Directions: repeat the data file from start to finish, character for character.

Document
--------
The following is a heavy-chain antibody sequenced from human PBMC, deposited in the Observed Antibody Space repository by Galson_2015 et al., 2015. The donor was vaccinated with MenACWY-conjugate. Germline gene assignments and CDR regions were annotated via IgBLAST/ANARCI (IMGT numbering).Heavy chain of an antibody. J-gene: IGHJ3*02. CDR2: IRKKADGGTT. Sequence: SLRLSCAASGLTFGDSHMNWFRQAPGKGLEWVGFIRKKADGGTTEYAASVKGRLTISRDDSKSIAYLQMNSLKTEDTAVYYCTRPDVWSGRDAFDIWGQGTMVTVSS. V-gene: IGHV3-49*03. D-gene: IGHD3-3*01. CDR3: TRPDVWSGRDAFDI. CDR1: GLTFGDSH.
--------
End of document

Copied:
The following is a heavy-chain antibody sequenced from human PBMC, deposited in the Observed Antibody Space repository by Galson_2015 et al., 2015. The donor was vaccinated with MenACWY-conjugate. Germline gene assignments and CDR regions were annotated via IgBLAST/ANARCI (IMGT numbering).Heavy chain of an antibody. J-gene: IGHJ3*02. CDR2: IRKKADGGTT. Sequence: SLRLSCAASGLTFGDSHMNWFRQAPGKGLEWVGFIRKKADGGTTEYAASVKGRLTISRDDSKSIAYLQMNSLKTEDTAVYYCTRPDVWSGRDAFDIWGQGTMVTVSS. V-gene: IGHV3-49*03. D-gene: IGHD3-3*01. CDR3: TRPDVWSGRDAFDI. CDR1: GLTFGDSH.